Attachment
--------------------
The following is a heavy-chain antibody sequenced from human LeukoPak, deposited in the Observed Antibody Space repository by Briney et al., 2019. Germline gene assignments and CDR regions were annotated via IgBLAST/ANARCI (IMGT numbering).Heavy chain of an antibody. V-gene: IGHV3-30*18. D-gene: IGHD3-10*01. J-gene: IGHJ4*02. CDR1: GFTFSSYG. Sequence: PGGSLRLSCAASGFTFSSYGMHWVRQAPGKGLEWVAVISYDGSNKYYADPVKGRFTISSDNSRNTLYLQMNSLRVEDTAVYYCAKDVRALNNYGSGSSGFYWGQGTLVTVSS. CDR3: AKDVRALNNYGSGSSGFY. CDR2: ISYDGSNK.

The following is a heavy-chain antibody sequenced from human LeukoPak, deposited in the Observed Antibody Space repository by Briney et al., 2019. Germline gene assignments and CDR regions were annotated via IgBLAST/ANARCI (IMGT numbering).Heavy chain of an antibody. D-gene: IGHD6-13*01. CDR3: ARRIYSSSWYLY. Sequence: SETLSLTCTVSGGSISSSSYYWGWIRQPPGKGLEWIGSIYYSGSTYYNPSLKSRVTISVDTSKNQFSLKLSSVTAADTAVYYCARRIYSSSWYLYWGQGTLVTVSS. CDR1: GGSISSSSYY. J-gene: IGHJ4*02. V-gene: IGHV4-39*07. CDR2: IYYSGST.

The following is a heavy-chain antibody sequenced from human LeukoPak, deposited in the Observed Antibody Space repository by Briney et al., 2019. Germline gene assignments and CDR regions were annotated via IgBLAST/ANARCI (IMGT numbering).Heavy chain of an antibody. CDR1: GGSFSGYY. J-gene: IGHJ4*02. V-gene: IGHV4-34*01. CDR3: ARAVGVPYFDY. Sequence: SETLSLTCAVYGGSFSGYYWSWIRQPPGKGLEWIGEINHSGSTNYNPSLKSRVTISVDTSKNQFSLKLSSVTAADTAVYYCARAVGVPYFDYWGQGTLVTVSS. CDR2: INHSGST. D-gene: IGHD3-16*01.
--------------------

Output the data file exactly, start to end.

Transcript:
The following is a heavy-chain antibody sequenced from human LeukoPak, deposited in the Observed Antibody Space repository by Briney et al., 2019. Germline gene assignments and CDR regions were annotated via IgBLAST/ANARCI (IMGT numbering).Heavy chain of an antibody. V-gene: IGHV3-30*18. D-gene: IGHD3-10*01. J-gene: IGHJ4*02. CDR1: GFTFSSYG. Sequence: PGGSLRLSCAASGFTFSSYGMHWVRQAPGKGLEWVAVISYDGSNKYYADPVKGRFTISSDNSRNTLYLQMNSLRVEDTAVYYCAKDVRALNNYGSGSSGFYWGQGTLVTVSS. CDR3: AKDVRALNNYGSGSSGFY. CDR2: ISYDGSNK.

The following is a heavy-chain antibody sequenced from human LeukoPak, deposited in the Observed Antibody Space repository by Briney et al., 2019. Germline gene assignments and CDR regions were annotated via IgBLAST/ANARCI (IMGT numbering).Heavy chain of an antibody. D-gene: IGHD6-13*01. CDR3: ARRIYSSSWYLY. Sequence: SETLSLTCTVSGGSISSSSYYWGWIRQPPGKGLEWIGSIYYSGSTYYNPSLKSRVTISVDTSKNQFSLKLSSVTAADTAVYYCARRIYSSSWYLYWGQGTLVTVSS. CDR1: GGSISSSSYY. J-gene: IGHJ4*02. V-gene: IGHV4-39*07. CDR2: IYYSGST.

The following is a heavy-chain antibody sequenced from human LeukoPak, deposited in the Observed Antibody Space repository by Briney et al., 2019. Germline gene assignments and CDR regions were annotated via IgBLAST/ANARCI (IMGT numbering).Heavy chain of an antibody. CDR1: GGSFSGYY. J-gene: IGHJ4*02. V-gene: IGHV4-34*01. CDR3: ARAVGVPYFDY. Sequence: SETLSLTCAVYGGSFSGYYWSWIRQPPGKGLEWIGEINHSGSTNYNPSLKSRVTISVDTSKNQFSLKLSSVTAADTAVYYCARAVGVPYFDYWGQGTLVTVSS. CDR2: INHSGST. D-gene: IGHD3-16*01.